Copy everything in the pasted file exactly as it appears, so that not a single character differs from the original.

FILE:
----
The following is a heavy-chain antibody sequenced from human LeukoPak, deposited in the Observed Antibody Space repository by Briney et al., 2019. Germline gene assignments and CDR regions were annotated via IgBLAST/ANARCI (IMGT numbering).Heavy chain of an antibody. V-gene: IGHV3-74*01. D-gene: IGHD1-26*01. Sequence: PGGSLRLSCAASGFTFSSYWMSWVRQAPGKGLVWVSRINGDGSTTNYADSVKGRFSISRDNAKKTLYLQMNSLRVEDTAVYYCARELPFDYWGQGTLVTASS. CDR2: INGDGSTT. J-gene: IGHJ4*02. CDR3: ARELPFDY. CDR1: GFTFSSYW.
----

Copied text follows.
The following is a heavy-chain antibody sequenced from human LeukoPak, deposited in the Observed Antibody Space repository by Briney et al., 2019. Germline gene assignments and CDR regions were annotated via IgBLAST/ANARCI (IMGT numbering).Heavy chain of an antibody. V-gene: IGHV3-74*01. D-gene: IGHD1-26*01. Sequence: PGGSLRLSCAASGFTFSSYWMSWVRQAPGKGLVWVSRINGDGSTTNYADSVKGRFSISRDNAKKTLYLQMNSLRVEDTAVYYCARELPFDYWGQGTLVTASS. CDR2: INGDGSTT. J-gene: IGHJ4*02. CDR3: ARELPFDY. CDR1: GFTFSSYW.